Why you shouldn’t use swaps to pay CFD dividends
If your brokerage offers contract-for-difference (CFD) trading, then you will need to issue debits and credits for dividend payouts.
As the CFD market has become more popular, we’ve seen many brokers try to pay and charge dividends in the same way that they pay and charge swaps.
But it’s important to have a special tool to handle dividends and not bundle them up with other costs such as swaps, because swaps and dividends aren’t the same. If you treat them the same way, you can experience several problems.
Instead, you need software that can process and record dividends properly. The right software will credit the dividend adjustment to clients’ accounts for long positions and debit it from their accounts for short positions on the payment date.
Swaps vs. CFD dividends
CFD dividends and swaps are entirely different, and you should keep the differences in mind when you’re deciding how to process payments and charges for dividends.
Fund sources and cadence
Swaps and CFD dividends represent two completely different sources of funds.
Swaps are paid or charged when clients hold open positions overnight, and they reflect currency rate differentials on those positions.
CFD dividend credits and debits are issued as a result of a corporate action initiated by the company associated with the underlying assets.
Your firm will pay or charge swaps on a regular basis since interest accrues every night, but you won’t make dividend adjustments unless a dividend is paid for the CFD’s underlying assets.
Problems with dividend payouts
It may seem easier to simply pay or charge clients a dividend adjustment in the same way that you pay and charge swaps. However, this can lead to serious problems for your brokerage and your clients.
CFD dividends are taxable, and clients must pay tax at the source for dividend earnings. However, international clients can reclaim the taxes.
If you bundle swaps and CFD dividends together, clients won’t be able to reclaim the taxes because they won’t have the necessary documentation. When swap and dividend payments are processed in the same way, there is no reporting that demonstrates what was earned from the dividend and what was paid in taxes.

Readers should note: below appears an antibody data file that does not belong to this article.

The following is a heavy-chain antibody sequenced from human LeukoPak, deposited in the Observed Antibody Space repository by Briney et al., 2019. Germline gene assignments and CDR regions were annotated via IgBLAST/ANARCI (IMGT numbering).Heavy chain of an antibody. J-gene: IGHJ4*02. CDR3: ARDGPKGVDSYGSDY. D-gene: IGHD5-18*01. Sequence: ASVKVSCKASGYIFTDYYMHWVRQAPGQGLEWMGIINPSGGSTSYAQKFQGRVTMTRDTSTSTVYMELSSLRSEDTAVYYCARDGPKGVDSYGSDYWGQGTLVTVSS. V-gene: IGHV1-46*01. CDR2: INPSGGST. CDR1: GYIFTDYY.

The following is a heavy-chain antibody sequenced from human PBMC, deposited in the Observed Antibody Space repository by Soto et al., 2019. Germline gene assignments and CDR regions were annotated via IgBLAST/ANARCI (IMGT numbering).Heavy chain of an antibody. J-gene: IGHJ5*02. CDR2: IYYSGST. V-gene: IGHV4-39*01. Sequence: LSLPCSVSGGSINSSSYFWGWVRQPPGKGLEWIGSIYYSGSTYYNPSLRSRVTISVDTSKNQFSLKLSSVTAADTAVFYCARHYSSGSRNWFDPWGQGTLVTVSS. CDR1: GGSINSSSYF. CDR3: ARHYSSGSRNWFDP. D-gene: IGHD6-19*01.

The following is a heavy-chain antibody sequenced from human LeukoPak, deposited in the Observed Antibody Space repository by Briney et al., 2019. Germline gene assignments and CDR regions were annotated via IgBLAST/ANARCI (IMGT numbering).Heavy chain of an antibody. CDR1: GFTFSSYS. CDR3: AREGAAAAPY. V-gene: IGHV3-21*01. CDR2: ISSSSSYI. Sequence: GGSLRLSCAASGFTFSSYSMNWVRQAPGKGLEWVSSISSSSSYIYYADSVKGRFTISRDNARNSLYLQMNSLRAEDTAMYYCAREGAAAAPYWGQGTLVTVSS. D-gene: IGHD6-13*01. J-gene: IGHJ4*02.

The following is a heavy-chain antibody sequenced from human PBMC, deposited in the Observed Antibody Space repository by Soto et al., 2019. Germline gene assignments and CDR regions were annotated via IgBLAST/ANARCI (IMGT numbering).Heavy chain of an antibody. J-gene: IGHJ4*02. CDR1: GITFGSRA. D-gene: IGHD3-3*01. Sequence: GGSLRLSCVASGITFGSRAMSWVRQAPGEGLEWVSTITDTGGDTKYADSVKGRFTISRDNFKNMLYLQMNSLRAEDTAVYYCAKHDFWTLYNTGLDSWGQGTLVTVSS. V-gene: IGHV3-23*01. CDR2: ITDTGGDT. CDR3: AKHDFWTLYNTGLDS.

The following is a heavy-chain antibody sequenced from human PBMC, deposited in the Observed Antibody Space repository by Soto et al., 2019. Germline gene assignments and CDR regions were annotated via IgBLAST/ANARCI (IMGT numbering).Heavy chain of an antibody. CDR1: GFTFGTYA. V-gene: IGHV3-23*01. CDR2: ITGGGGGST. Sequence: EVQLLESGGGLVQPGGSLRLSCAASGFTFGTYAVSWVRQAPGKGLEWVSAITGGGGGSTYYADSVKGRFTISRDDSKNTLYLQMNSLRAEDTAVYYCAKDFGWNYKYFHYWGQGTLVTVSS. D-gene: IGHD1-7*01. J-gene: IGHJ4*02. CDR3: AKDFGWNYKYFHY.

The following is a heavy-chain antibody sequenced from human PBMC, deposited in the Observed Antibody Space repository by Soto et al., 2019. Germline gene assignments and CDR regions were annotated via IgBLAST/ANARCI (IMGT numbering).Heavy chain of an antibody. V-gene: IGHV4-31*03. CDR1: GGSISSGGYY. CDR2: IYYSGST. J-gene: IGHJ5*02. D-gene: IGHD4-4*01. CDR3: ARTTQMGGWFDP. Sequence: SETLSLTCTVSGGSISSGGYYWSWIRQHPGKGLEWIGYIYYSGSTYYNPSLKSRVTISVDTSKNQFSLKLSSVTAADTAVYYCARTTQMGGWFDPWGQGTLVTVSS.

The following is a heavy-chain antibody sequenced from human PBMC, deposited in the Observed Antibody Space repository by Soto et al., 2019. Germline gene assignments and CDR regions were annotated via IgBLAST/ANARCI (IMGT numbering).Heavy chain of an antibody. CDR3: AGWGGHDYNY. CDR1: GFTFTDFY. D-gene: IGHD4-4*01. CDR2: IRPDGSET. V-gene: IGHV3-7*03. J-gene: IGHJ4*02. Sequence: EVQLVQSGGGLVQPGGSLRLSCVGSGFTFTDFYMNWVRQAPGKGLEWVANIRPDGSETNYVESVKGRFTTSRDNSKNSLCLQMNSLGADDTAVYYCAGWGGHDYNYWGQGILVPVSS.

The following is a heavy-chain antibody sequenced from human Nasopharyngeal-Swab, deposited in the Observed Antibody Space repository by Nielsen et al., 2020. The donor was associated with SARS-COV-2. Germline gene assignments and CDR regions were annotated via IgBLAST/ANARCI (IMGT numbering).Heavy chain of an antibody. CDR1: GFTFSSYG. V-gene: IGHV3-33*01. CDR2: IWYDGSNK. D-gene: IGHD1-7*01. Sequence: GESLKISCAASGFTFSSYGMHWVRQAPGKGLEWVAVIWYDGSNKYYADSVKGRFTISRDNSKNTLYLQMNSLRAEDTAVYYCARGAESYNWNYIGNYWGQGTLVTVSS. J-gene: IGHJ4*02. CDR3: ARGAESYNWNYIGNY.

To help your brokerage stand out against competitors, you need to process dividend credits and debits as such, and you need to make reports that show profits, losses, and taxes easy to access.
Incorrect debits and credits
Dividend payments involve three important dates — the ex-date, when a client opened the position; the record date, on which the client had to hold the position; and the pay date, when the dividend is issued.
If you don’t calculate the ex-date, record date, and pay date, you might be overpaying dividends or overcharging on short positions. Overcharging could make you subject to legal action from clients who get short-changed.
Swaps are simply paid for holding a position overnight at a certain date. If you attempt to bundle your payments for dividends with those for swaps, you won’t be recording all the necessary information.
Your brokerage may wish to charge an administrative fee for processing dividends, but you need to record the source of revenue generated by those fees. If you bundle swaps and dividends together, it will be almost impossible to identify the revenue from dividend fees.
Failure to document and identify revenue is a tax violation. Additionally, If you cannot document all the ways that your brokerage earns money, it will make it harder for you to raise capital for expansions in the future.
CFD software for dividends
To prevent these problems, you need to handle dividend adjustments separately from swaps by using software with dividend capabilities, specifically including an ex-date, record date and pay date.
It should then be able to generate reports on each dividend adjustment that you make, including the size of the position the client held, the dividend amount paid or charged, the taxes withheld, and the fees charged.
Clients want a CFD provider that pays dividends quickly. Some CFD providers even advertise that they make dividend payments the same day that the dividend is issued, and they highlight that speed as a benefit of CFDs.
To compete with such CFD providers, you need to have a tool that will allow you to enter information in the back office system in advance of the pay date, so your brokerage can issue credits and debits automatically and on time
CFD trading is popular with many investors, and your brokerage can benefit from that popularity if you handle CFDs and dividends correctly. If you want to learn how CurrentDesk can help you manage CFD dividends for your clients, contact us.